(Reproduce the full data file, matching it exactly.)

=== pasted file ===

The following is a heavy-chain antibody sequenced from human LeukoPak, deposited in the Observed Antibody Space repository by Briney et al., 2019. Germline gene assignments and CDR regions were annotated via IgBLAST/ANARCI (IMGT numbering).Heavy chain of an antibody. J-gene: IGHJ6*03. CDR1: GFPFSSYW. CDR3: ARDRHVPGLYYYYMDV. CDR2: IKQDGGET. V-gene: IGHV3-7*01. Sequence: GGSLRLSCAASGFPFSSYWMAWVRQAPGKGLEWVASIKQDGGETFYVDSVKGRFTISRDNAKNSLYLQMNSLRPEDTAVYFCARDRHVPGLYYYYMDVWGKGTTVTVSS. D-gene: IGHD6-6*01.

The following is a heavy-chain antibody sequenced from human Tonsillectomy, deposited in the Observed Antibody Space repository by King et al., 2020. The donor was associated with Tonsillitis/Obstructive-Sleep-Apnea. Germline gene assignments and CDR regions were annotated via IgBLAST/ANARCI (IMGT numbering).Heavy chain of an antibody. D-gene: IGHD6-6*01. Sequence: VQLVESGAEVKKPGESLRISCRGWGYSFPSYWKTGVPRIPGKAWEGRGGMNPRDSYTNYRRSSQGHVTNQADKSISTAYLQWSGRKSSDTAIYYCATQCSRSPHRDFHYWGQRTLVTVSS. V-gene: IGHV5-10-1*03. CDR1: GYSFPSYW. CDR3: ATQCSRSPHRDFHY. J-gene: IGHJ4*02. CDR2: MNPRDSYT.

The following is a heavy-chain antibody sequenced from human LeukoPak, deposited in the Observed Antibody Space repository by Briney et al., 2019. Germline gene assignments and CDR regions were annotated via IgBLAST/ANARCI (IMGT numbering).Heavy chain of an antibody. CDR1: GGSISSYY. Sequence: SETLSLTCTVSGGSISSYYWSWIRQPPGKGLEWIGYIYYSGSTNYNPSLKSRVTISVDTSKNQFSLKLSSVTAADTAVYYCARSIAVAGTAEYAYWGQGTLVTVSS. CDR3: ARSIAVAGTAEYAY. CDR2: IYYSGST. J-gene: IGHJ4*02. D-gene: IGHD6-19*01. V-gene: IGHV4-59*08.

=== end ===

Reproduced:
The following is a heavy-chain antibody sequenced from human LeukoPak, deposited in the Observed Antibody Space repository by Briney et al., 2019. Germline gene assignments and CDR regions were annotated via IgBLAST/ANARCI (IMGT numbering).Heavy chain of an antibody. J-gene: IGHJ6*03. CDR1: GFPFSSYW. CDR3: ARDRHVPGLYYYYMDV. CDR2: IKQDGGET. V-gene: IGHV3-7*01. Sequence: GGSLRLSCAASGFPFSSYWMAWVRQAPGKGLEWVASIKQDGGETFYVDSVKGRFTISRDNAKNSLYLQMNSLRPEDTAVYFCARDRHVPGLYYYYMDVWGKGTTVTVSS. D-gene: IGHD6-6*01.

The following is a heavy-chain antibody sequenced from human Tonsillectomy, deposited in the Observed Antibody Space repository by King et al., 2020. The donor was associated with Tonsillitis/Obstructive-Sleep-Apnea. Germline gene assignments and CDR regions were annotated via IgBLAST/ANARCI (IMGT numbering).Heavy chain of an antibody. D-gene: IGHD6-6*01. Sequence: VQLVESGAEVKKPGESLRISCRGWGYSFPSYWKTGVPRIPGKAWEGRGGMNPRDSYTNYRRSSQGHVTNQADKSISTAYLQWSGRKSSDTAIYYCATQCSRSPHRDFHYWGQRTLVTVSS. V-gene: IGHV5-10-1*03. CDR1: GYSFPSYW. CDR3: ATQCSRSPHRDFHY. J-gene: IGHJ4*02. CDR2: MNPRDSYT.

The following is a heavy-chain antibody sequenced from human LeukoPak, deposited in the Observed Antibody Space repository by Briney et al., 2019. Germline gene assignments and CDR regions were annotated via IgBLAST/ANARCI (IMGT numbering).Heavy chain of an antibody. CDR1: GGSISSYY. Sequence: SETLSLTCTVSGGSISSYYWSWIRQPPGKGLEWIGYIYYSGSTNYNPSLKSRVTISVDTSKNQFSLKLSSVTAADTAVYYCARSIAVAGTAEYAYWGQGTLVTVSS. CDR3: ARSIAVAGTAEYAY. CDR2: IYYSGST. J-gene: IGHJ4*02. D-gene: IGHD6-19*01. V-gene: IGHV4-59*08.